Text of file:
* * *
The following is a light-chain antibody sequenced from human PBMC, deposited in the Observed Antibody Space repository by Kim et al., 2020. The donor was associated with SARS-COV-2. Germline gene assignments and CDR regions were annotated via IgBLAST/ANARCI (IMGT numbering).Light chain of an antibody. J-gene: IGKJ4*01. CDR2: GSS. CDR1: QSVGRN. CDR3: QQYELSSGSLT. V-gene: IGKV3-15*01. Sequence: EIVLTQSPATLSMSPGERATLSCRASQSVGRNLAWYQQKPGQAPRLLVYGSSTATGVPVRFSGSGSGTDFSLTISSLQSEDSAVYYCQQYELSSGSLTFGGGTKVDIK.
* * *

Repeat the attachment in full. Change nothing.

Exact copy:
The following is a light-chain antibody sequenced from human PBMC, deposited in the Observed Antibody Space repository by Kim et al., 2020. The donor was associated with SARS-COV-2. Germline gene assignments and CDR regions were annotated via IgBLAST/ANARCI (IMGT numbering).Light chain of an antibody. J-gene: IGKJ4*01. CDR2: GSS. CDR1: QSVGRN. CDR3: QQYELSSGSLT. V-gene: IGKV3-15*01. Sequence: EIVLTQSPATLSMSPGERATLSCRASQSVGRNLAWYQQKPGQAPRLLVYGSSTATGVPVRFSGSGSGTDFSLTISSLQSEDSAVYYCQQYELSSGSLTFGGGTKVDIK.